By Rabbi Patrick Beaulier, Kehillah
I have family members and friends who have struggled with addiction. I have had the honor of sitting with people in recovery and hearing their stories. I have prayed birkat hakohanim (the Priestly Blessing) after 12-Step meetings.
I have also spent some time in the Chesterfield Jail, where I spoke with Sheriff Karl Leonard and the participants of the Heroin Addiction Recovery Program (now featured on the TV show Jailhouse Redemption).
I have experienced God more times in this environment than in many synagogues.
That is why after much prayer and reading, I have decided to “out” myself as anti-prohibition and support the gradual move toward decriminalization and legalization of most illicit drugs, combined with the social supports that drug users need to restore themselves.
There are many legitimate reasons why people would be against decriminalization and I hear those concerns. These drugs are dangerous; they hurt the users, their families and their communities.
But the hard fact is that we must decriminalize these taboo substances.
While there are many reasons, I will stick to the three that mean the most to me as a Jew and as a spiritual leader.
First, we have seen the impact that the drug war has on communities. In prohibition, the criminals are the winners and the law abiding, tax paying, hard working Americans are the victims. Judaism is a communitarian religion; we place a large emphasis on the community, not just our own. For Jews who care about mitzvot there is no way out of it: love your neighbor as yourself is paramount. Are we loving our neighbor by letting gangs control their neighborhoods? I think not.
Our principal of Tikkun Olam, Repairing the World, takes over here. We can destroy the gangs by eliminating their business model.
Substance abuse is an illness. It is an illness caused by stress that is so overwhelming that substances become the only curative.
Furthermore, in many areas, using illegal drugs is the only way to manage psychiatric issues. Study after study proves this. And yet, we refuse to follow the path that this pro-treatment, anti-prohibition evidence takes us. Why is that?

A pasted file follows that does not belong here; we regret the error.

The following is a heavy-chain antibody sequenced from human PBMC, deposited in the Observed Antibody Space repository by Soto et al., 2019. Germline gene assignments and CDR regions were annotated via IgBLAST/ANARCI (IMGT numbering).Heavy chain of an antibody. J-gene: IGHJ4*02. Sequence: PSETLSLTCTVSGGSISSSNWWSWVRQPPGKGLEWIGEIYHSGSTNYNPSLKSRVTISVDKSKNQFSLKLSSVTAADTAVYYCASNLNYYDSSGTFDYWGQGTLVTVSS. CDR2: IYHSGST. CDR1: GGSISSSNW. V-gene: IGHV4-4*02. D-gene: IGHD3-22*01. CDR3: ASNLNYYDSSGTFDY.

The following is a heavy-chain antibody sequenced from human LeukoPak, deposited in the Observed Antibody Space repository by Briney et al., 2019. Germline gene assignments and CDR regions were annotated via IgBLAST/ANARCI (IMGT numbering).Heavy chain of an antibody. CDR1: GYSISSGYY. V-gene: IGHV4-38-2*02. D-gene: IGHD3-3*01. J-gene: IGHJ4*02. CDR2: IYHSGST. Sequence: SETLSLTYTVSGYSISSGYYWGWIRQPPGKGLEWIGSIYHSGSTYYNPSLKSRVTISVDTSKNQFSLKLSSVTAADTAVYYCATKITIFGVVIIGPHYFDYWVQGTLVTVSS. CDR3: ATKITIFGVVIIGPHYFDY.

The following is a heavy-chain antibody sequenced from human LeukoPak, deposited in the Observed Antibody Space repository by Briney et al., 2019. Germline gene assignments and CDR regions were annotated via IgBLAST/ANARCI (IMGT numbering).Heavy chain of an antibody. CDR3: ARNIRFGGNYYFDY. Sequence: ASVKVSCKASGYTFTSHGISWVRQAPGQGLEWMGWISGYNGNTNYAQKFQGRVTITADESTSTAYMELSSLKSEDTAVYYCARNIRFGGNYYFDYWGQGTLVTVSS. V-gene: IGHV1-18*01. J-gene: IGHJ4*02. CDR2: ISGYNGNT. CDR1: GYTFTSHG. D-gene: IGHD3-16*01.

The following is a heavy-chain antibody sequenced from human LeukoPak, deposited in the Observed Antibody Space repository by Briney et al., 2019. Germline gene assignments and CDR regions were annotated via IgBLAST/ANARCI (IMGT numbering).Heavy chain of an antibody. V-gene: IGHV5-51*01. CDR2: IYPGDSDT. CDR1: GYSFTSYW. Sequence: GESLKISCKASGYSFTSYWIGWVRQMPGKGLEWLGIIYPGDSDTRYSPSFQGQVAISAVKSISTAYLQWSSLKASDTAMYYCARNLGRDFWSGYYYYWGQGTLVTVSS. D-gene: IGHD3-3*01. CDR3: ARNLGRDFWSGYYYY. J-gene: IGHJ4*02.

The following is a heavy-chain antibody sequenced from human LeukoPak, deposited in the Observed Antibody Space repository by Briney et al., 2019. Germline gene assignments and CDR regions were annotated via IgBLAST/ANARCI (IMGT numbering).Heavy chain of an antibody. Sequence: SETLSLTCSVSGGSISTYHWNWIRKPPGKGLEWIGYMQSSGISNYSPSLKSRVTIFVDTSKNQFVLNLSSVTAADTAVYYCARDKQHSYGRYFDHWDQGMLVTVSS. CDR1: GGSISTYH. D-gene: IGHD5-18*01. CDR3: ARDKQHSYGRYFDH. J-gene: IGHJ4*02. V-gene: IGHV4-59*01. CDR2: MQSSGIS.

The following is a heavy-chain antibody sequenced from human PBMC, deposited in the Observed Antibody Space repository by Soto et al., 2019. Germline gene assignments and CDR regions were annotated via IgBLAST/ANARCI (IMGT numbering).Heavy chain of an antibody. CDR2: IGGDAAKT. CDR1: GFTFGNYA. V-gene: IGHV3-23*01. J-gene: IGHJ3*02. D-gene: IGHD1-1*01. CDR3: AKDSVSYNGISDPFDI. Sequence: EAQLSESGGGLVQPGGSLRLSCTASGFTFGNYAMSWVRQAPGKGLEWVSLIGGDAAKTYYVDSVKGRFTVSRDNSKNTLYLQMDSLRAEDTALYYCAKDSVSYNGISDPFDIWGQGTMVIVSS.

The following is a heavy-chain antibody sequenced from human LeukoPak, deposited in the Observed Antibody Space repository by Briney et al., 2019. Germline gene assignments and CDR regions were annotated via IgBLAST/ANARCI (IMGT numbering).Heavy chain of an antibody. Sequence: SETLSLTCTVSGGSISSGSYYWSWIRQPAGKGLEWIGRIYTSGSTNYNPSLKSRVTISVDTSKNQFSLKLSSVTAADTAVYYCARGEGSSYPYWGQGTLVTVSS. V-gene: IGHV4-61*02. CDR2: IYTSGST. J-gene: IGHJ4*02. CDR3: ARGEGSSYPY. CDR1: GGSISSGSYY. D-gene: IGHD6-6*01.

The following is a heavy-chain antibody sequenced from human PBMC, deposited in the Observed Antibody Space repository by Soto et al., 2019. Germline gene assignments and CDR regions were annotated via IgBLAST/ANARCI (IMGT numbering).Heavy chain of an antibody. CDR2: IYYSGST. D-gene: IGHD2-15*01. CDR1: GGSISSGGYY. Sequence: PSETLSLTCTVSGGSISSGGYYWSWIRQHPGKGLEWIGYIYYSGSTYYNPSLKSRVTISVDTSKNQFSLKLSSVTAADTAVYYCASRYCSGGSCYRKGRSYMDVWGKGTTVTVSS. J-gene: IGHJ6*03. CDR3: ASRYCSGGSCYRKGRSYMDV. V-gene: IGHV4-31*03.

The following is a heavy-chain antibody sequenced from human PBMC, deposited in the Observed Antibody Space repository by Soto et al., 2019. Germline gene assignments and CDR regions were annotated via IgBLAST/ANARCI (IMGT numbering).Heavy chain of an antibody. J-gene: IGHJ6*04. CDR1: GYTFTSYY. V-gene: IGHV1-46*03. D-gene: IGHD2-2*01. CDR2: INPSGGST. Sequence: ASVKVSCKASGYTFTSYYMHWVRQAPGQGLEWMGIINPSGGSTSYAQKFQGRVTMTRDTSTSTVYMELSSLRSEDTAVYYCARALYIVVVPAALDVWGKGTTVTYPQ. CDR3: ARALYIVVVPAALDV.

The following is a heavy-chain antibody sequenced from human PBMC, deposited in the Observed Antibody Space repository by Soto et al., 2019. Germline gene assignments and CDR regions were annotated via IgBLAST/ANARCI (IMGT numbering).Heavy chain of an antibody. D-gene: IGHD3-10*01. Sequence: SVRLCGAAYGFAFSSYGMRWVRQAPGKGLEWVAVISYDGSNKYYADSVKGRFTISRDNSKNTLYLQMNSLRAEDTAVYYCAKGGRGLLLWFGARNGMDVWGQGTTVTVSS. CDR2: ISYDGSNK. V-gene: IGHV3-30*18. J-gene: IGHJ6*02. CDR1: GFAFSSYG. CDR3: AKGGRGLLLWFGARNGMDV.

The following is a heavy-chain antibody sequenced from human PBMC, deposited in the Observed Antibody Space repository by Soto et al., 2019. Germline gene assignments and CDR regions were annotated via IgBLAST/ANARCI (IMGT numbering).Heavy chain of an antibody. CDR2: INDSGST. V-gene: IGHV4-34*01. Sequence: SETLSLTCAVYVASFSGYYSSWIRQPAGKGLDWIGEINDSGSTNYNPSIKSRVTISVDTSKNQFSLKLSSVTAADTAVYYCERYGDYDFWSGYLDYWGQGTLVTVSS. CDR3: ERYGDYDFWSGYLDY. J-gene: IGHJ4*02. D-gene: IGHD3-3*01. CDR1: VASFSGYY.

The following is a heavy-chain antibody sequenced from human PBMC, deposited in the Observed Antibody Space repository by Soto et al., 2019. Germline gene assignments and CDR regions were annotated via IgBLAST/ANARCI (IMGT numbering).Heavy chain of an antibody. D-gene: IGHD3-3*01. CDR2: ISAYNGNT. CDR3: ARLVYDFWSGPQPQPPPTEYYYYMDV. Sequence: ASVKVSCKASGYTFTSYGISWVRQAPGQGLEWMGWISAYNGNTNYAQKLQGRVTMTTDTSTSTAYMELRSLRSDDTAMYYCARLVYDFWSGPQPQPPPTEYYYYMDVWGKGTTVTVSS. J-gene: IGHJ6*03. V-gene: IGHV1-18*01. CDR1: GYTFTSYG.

The Talmud teaches a principal to avoid danger. That duty to avoid danger superseding all the rest of the prohibitions in the Torah (Hullin 10b). This might be a great source to site if you are in favor of prohibition. But in reality, it’s the opposite. The danger we are supposed to avoid is not just the chemicals: the danger in the drug conversation is our knee-jerk reaction to drug use. Our natural inclination to incarcerate, rooted in the yetzer hara (the evil impulse), is the danger. We need to fight this punitive impulse and move toward an enlightened policy that rebuilds social and emotional bonds.
Finally, there is an undeniable link between the drug war and a desire to get rid of people deemed as undesirable. As Jews, we know what it means to be put into this box. We know the length that cruel people will go to in order to rid the world of those they consider a drain on society. Let’s not forget what Philippines President Rodrigo Duterte said, “Hitler massacred three million Jews. Now, there are three million drug addicts. … I’d be happy to slaughter them.”
No one reading this article feels that way. At least, I hope not. But the effects are the same. When we decide that people need to be locked away because they unseemly, or deserve to die because they “made the choice to use drugs” we become just as bad as Duterte.
Again, I know it is hard to read. I know that when we talk about ending prohibition, images of people becoming hooked, wandering the streets causing chaos come to mind. But we are already there. This is our reality. We have nowhere else to go but upward and onward toward a better tomorrow where everyone benefits.
And as a “light to the nations” we have a responsibility to do something about it. Let’s commit to ending prohibition for our families, our communities, our Jewish values and for ourselves.